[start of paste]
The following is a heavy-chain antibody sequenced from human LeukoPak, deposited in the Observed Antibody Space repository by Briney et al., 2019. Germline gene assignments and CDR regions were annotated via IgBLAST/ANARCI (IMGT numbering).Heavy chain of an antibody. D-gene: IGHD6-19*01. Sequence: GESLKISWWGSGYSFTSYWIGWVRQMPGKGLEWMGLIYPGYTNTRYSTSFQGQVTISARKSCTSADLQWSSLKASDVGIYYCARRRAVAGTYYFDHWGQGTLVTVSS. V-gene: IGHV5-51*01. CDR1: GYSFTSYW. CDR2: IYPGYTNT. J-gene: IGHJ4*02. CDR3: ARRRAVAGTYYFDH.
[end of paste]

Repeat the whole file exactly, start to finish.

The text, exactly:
The following is a heavy-chain antibody sequenced from human LeukoPak, deposited in the Observed Antibody Space repository by Briney et al., 2019. Germline gene assignments and CDR regions were annotated via IgBLAST/ANARCI (IMGT numbering).Heavy chain of an antibody. D-gene: IGHD6-19*01. Sequence: GESLKISWWGSGYSFTSYWIGWVRQMPGKGLEWMGLIYPGYTNTRYSTSFQGQVTISARKSCTSADLQWSSLKASDVGIYYCARRRAVAGTYYFDHWGQGTLVTVSS. V-gene: IGHV5-51*01. CDR1: GYSFTSYW. CDR2: IYPGYTNT. J-gene: IGHJ4*02. CDR3: ARRRAVAGTYYFDH.